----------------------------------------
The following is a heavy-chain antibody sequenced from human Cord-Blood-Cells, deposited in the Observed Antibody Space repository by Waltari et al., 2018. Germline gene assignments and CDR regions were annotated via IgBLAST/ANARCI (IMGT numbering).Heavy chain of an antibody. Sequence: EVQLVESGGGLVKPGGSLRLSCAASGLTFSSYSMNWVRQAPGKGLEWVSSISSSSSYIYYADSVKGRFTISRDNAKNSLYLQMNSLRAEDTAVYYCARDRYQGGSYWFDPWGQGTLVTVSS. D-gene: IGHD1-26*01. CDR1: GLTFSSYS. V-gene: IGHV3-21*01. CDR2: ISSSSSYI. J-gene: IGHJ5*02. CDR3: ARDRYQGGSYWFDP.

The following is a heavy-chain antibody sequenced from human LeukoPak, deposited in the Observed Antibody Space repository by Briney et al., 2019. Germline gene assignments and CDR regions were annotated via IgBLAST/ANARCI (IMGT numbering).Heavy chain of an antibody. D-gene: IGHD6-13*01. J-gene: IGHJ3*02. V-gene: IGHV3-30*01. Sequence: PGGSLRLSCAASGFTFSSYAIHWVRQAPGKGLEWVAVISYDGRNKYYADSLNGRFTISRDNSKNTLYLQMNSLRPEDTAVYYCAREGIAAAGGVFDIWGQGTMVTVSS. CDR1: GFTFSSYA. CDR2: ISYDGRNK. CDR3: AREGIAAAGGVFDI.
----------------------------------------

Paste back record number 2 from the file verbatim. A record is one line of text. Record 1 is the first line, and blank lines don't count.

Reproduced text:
The following is a heavy-chain antibody sequenced from human LeukoPak, deposited in the Observed Antibody Space repository by Briney et al., 2019. Germline gene assignments and CDR regions were annotated via IgBLAST/ANARCI (IMGT numbering).Heavy chain of an antibody. D-gene: IGHD6-13*01. J-gene: IGHJ3*02. V-gene: IGHV3-30*01. Sequence: PGGSLRLSCAASGFTFSSYAIHWVRQAPGKGLEWVAVISYDGRNKYYADSLNGRFTISRDNSKNTLYLQMNSLRPEDTAVYYCAREGIAAAGGVFDIWGQGTMVTVSS. CDR1: GFTFSSYA. CDR2: ISYDGRNK. CDR3: AREGIAAAGGVFDI.